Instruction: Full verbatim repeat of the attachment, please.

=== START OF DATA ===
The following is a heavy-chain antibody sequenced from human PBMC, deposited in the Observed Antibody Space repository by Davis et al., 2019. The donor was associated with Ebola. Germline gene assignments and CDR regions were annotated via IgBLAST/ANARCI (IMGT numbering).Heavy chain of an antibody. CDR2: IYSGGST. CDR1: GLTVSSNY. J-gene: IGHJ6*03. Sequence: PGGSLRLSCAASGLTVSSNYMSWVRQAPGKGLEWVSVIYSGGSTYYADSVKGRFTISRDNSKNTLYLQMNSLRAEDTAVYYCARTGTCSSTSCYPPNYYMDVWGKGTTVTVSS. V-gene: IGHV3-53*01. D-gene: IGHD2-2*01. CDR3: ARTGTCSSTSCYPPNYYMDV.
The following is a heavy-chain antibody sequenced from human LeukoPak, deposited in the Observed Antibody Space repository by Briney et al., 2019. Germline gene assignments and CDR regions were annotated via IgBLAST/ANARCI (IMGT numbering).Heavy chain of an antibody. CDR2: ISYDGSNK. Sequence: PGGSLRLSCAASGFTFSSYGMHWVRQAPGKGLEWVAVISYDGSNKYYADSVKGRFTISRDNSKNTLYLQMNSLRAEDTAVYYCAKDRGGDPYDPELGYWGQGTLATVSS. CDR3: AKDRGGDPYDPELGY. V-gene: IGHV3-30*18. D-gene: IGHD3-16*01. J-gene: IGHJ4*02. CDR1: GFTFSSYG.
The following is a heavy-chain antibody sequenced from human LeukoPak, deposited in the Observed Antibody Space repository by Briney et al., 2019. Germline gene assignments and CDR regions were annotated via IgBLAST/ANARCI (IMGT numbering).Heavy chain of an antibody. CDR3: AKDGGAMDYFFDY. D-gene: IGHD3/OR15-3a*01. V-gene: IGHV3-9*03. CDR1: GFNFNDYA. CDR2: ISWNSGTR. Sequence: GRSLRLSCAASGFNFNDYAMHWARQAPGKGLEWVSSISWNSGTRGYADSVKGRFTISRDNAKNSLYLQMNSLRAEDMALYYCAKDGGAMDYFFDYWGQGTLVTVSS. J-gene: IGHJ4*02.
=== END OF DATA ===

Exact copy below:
The following is a heavy-chain antibody sequenced from human PBMC, deposited in the Observed Antibody Space repository by Davis et al., 2019. The donor was associated with Ebola. Germline gene assignments and CDR regions were annotated via IgBLAST/ANARCI (IMGT numbering).Heavy chain of an antibody. CDR2: IYSGGST. CDR1: GLTVSSNY. J-gene: IGHJ6*03. Sequence: PGGSLRLSCAASGLTVSSNYMSWVRQAPGKGLEWVSVIYSGGSTYYADSVKGRFTISRDNSKNTLYLQMNSLRAEDTAVYYCARTGTCSSTSCYPPNYYMDVWGKGTTVTVSS. V-gene: IGHV3-53*01. D-gene: IGHD2-2*01. CDR3: ARTGTCSSTSCYPPNYYMDV.
The following is a heavy-chain antibody sequenced from human LeukoPak, deposited in the Observed Antibody Space repository by Briney et al., 2019. Germline gene assignments and CDR regions were annotated via IgBLAST/ANARCI (IMGT numbering).Heavy chain of an antibody. CDR2: ISYDGSNK. Sequence: PGGSLRLSCAASGFTFSSYGMHWVRQAPGKGLEWVAVISYDGSNKYYADSVKGRFTISRDNSKNTLYLQMNSLRAEDTAVYYCAKDRGGDPYDPELGYWGQGTLATVSS. CDR3: AKDRGGDPYDPELGY. V-gene: IGHV3-30*18. D-gene: IGHD3-16*01. J-gene: IGHJ4*02. CDR1: GFTFSSYG.
The following is a heavy-chain antibody sequenced from human LeukoPak, deposited in the Observed Antibody Space repository by Briney et al., 2019. Germline gene assignments and CDR regions were annotated via IgBLAST/ANARCI (IMGT numbering).Heavy chain of an antibody. CDR3: AKDGGAMDYFFDY. D-gene: IGHD3/OR15-3a*01. V-gene: IGHV3-9*03. CDR1: GFNFNDYA. CDR2: ISWNSGTR. Sequence: GRSLRLSCAASGFNFNDYAMHWARQAPGKGLEWVSSISWNSGTRGYADSVKGRFTISRDNAKNSLYLQMNSLRAEDMALYYCAKDGGAMDYFFDYWGQGTLVTVSS. J-gene: IGHJ4*02.